Bringing Up Children Who Will Love the Lord – Part 1

Recently on MOTHBoard, the message board that supports the Managers of Their Homes book, we had a wonderful question. I felt it had such valuable universal application that I told the writer I would personally respond to her question in detail in a near-future Mom’s Corner. Here is what she wrote:

“My greatest desire for my child is that he will love the Lord with all of his heart. He is generally well behaved and obedient, but I have recently realized that I need to do a better job of stirring up godly appetites in his heart. I want to teach him to be a lover of God more than a lover of pleasure.

“There are two areas where I see my own need to improve: One is that I don’t think I have scheduled in enough work and responsibility for him. The other is that I am not a diligent person. I am too quick to settle for less effort, both on my part, and on his. I haven’t been purposely doing this, but now that I realize it, I am so sorry for it! I want to change, and I am claiming God’s promise that I can do all things through Christ Who strengthens me.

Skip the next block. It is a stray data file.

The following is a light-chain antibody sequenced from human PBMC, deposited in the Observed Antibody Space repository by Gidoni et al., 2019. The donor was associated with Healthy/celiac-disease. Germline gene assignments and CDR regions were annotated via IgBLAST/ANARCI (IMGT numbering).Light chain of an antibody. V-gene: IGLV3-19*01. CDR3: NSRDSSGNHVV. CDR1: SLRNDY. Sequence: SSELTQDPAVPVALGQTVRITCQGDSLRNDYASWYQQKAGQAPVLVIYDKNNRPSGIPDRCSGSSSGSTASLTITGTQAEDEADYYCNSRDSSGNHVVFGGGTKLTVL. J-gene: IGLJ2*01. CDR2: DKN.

“I am going to re-read my Managers of Their Homes book, and re-write our schedule. Once I have done this, I plan to start joining the weekly accountability threads.

“Meanwhile, I would love any advice you have. I know that teaching our children to love God above all is a heart issue. However, I believe that our hearts are affected by the way we spend our time. I believe that our schedule has a VERY strong impact on our hearts. What do you put on your schedules that has actually brought fruit in your children’s lives, taught them to love the Lord, and to have a servant’s heart?

“We have silent Bible reading, as well as a time for reading the Bible together, and for memory work. He uses a Bible study book as part of his homeschool work. We also have a reading time right before bed. For the most part, we use books with a godly focus, such as the Moody Family books, Rod and Staff stories, etc. What more can I do to give him godly teachings and to help him apply these teachings to his life?” WhiterThanSnow